But while international agencies scramble to shut down cybergangs and their botnets, the rate of attacks shows no signs of slowing.

From the Kaspersky Quarterly Internet Security Report

Indicators of DDoS campaigns increased during the first quarter of 2019, and the number of sustained attacks — those lasting more than 60 minutes — almost doubled, according to Kaspersky.”

From Jessica Haworth in the Daily Swig

But wait just one minute — botnets represent huge processing computational power. Can’t we do more with botnets than just ping a server? Yes — you can.

Photo by Franck on Unsplash

Security at All Layers of the IoT

Once upon a time, open source was a fad that people thought would soon disappear. It’s remarkable how much things have changed today. Open source software is not just a favourable requirement — it is an absolute must, especially today.

Why? For that we need to delve a little deeper into what exactly a botnet is, what its capacities and capabilities are, and why the concept of a botnet is so relevant today.

What is a Botnet?

To answer this question, we turn to www.Technopedia.com:

Definition:

A botnet is a group of computers connected in a coordinated fashion for malicious purposes. Each computer in a botnet is called a bot. These bots form a network of compromised computers, which is controlled by a third party and used to transmit malware or spam, or to launch attacks.

A botnet may also be known as a zombie army.

There is a lot that can be done with the computing resources available to hackers today. We have 20 billion IoT devices, 5 billion computer systems (laptops and desktops), 4 billion mobile devices, 2 billion tablets, all connected to the Internet 24x7x365 by the year 2020.

That’s a total of around 30 billion devices alone that are available to hackers by 2020. A skilled distributed system malware developer has the power of the entire world accessible to him. What will be impossible to such a hacker? Nothing!

Photo by Setyaki Irham on Unsplash

Existing Distributed Botnets Already Defrauding Millions

Computers can do much more than what the instruction manuals and textbooks tell you. To a technically creative mind, a computer is a dream come true — almost like having a chance to be a god-like entity as far as the technology world is concerned. What do I mean by that?

There exists malware on mobiles and tablets that uses computing power to perform cryptocurrency mining. According to Webopedia, crypto-mining botnets can earn hackers even six figures a month if the app that allows it is installed world-wide by millions of people. And no one will know or even imagine a thing!

Right now, writing this article, my computer may be used by hackers who control it remotely and use my computing resources to mine cryptocurrencies into their account, without any awareness on my part! Unless we see the source code, we cannot tell what any application does on our systems — laptop, mobile, tablet, PC, IoT device.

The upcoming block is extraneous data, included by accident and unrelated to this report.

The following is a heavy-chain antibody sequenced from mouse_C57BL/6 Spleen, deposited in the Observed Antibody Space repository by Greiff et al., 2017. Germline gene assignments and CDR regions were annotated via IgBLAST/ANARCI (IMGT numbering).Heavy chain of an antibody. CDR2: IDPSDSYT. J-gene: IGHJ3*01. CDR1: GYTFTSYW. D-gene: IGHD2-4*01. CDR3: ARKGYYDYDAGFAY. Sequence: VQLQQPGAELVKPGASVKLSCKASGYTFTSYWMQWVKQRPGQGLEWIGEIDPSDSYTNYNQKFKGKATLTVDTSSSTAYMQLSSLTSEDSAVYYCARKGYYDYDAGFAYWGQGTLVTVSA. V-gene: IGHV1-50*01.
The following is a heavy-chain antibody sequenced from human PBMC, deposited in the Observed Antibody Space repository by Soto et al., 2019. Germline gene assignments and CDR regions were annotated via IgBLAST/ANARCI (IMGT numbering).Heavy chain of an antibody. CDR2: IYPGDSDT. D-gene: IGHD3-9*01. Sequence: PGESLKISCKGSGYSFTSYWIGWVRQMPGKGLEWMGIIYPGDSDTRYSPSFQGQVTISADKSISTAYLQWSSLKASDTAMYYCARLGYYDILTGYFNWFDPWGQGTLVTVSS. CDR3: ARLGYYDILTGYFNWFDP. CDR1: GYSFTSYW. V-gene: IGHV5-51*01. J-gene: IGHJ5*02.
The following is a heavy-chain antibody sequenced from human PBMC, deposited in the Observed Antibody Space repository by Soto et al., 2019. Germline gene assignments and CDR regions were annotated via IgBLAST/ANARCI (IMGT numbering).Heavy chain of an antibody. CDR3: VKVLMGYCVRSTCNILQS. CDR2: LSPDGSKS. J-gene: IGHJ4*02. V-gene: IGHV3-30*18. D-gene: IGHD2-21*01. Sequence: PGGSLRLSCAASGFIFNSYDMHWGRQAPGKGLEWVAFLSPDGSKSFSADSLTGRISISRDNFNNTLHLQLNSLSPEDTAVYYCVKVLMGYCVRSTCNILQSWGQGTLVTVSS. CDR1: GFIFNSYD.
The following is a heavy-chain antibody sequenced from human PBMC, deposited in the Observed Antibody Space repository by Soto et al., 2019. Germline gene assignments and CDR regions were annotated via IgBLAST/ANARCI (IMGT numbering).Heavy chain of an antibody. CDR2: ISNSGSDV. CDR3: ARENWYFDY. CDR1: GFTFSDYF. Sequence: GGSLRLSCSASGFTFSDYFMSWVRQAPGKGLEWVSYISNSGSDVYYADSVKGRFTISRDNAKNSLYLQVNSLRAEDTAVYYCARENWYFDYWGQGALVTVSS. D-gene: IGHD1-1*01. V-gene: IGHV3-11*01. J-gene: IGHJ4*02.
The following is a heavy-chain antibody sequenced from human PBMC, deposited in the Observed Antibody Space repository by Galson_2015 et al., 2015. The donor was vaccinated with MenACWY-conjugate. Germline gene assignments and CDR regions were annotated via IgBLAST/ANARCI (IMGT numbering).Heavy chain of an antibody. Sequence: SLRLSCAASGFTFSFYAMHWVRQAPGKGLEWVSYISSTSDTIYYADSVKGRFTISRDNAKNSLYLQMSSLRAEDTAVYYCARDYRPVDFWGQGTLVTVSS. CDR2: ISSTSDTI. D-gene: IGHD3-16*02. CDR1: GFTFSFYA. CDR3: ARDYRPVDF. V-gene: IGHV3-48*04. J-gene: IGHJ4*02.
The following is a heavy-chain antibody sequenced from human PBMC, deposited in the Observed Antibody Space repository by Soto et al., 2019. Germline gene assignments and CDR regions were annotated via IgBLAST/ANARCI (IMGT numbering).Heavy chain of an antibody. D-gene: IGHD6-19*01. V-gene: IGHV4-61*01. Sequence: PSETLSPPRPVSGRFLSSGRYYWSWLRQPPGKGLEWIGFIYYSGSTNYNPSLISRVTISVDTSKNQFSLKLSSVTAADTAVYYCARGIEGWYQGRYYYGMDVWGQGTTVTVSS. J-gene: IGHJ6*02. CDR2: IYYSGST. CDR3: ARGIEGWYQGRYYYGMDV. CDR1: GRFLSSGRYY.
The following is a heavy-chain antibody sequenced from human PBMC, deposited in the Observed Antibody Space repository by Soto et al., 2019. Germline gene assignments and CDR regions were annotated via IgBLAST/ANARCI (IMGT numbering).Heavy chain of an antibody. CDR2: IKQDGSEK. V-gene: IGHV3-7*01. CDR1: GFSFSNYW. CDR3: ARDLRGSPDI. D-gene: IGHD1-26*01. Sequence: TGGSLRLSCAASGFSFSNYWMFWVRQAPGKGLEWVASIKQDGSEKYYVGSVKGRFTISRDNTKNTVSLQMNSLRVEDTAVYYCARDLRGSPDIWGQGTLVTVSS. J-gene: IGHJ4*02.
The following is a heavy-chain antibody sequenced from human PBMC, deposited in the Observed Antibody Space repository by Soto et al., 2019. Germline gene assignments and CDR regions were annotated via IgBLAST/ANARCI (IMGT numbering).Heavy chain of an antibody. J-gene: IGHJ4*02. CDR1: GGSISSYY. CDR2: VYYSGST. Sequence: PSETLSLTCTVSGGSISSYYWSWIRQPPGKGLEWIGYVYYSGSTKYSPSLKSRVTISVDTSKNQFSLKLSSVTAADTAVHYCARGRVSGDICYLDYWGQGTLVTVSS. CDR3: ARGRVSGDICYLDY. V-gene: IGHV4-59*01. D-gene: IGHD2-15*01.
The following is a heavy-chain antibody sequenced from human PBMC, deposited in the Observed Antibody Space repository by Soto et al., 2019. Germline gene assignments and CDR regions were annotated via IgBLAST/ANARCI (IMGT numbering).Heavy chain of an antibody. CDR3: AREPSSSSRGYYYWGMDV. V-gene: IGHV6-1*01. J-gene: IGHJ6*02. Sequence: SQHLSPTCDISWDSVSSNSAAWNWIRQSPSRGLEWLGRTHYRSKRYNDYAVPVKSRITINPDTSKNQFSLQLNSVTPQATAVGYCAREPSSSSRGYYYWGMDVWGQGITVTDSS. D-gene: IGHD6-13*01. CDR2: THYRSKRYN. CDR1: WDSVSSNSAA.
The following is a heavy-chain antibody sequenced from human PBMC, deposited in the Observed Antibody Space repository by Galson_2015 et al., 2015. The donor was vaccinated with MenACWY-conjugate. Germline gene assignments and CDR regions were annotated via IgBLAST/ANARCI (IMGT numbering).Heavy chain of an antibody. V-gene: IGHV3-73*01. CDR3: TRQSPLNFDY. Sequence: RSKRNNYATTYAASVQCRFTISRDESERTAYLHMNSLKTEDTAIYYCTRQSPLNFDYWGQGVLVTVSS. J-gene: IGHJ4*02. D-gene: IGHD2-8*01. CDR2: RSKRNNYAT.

Jordan Pierson writes in a Symantec Report dated in 2017 but still valid today that nefarious entities are using multiple access points to our devices to mine cryptocurrency. The website The Pirate Bay, several Torrent Websites, and several web providers and systems on the Dark Web are actively involved in installing cryptocurrency miners on all who browse to their systems.

Photo by NeONBRAND on Unsplash

How does this apply to IoT?

The answer — not only does it apply, but IoT devices are at the greatest risk for cryptojacking (the term used for the process of mining cryptocurrency through malware). Poor security, static passwords, back doors and lack of intrusion detection systems make IoT devices a hacker’s paradise! And while it is difficult to detect cryptojacking on a laptop or mobile, it is possible. But how will we ever detect cryptojacking on an IoT embedded device?

An IoT device is accessible during construction. After that, it is free and blatantly tempting game for hackers. Oh, and how many such devices will exist by 2020? Not that many to worry about — just 20 billion!

What is the Solution?

As far as I see it, there is only one solution. Many more people need to learn software development. It should be introduced even from grades 1 and 2 (children are fast learners and incredibly intuitive). And every single software in the world needs to be Open Sourced.

Simply put, there is no other way.

You might think that this is impractical. That the opening up of source code across the technology industry and the entire software sector — mobile, laptop, tablet, wearables, and IoT — is not feasible, especially because of intellectual property restrictions. But again, I repeat — there is no other way.

I have coined a term for this — the O5S — the Open Sourced Software System Security Solution.